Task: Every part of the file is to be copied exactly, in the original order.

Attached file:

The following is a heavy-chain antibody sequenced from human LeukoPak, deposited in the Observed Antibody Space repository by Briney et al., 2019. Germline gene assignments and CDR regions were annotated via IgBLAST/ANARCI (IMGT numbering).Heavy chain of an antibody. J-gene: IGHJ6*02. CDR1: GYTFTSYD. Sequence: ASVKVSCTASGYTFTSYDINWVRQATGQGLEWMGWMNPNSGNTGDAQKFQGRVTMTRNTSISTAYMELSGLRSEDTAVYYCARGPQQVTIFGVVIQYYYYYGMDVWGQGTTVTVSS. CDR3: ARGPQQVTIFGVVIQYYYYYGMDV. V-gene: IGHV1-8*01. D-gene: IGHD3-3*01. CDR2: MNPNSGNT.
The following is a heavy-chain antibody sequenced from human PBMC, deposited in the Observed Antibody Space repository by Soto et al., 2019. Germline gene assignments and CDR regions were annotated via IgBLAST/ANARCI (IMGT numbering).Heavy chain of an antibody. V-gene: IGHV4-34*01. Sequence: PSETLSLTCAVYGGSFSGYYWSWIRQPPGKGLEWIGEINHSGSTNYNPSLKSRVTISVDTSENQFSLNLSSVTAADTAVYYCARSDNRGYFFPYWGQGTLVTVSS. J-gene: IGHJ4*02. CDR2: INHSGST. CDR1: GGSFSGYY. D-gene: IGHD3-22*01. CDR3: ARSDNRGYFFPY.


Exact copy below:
The following is a heavy-chain antibody sequenced from human LeukoPak, deposited in the Observed Antibody Space repository by Briney et al., 2019. Germline gene assignments and CDR regions were annotated via IgBLAST/ANARCI (IMGT numbering).Heavy chain of an antibody. J-gene: IGHJ6*02. CDR1: GYTFTSYD. Sequence: ASVKVSCTASGYTFTSYDINWVRQATGQGLEWMGWMNPNSGNTGDAQKFQGRVTMTRNTSISTAYMELSGLRSEDTAVYYCARGPQQVTIFGVVIQYYYYYGMDVWGQGTTVTVSS. CDR3: ARGPQQVTIFGVVIQYYYYYGMDV. V-gene: IGHV1-8*01. D-gene: IGHD3-3*01. CDR2: MNPNSGNT.
The following is a heavy-chain antibody sequenced from human PBMC, deposited in the Observed Antibody Space repository by Soto et al., 2019. Germline gene assignments and CDR regions were annotated via IgBLAST/ANARCI (IMGT numbering).Heavy chain of an antibody. V-gene: IGHV4-34*01. Sequence: PSETLSLTCAVYGGSFSGYYWSWIRQPPGKGLEWIGEINHSGSTNYNPSLKSRVTISVDTSENQFSLNLSSVTAADTAVYYCARSDNRGYFFPYWGQGTLVTVSS. J-gene: IGHJ4*02. CDR2: INHSGST. CDR1: GGSFSGYY. D-gene: IGHD3-22*01. CDR3: ARSDNRGYFFPY.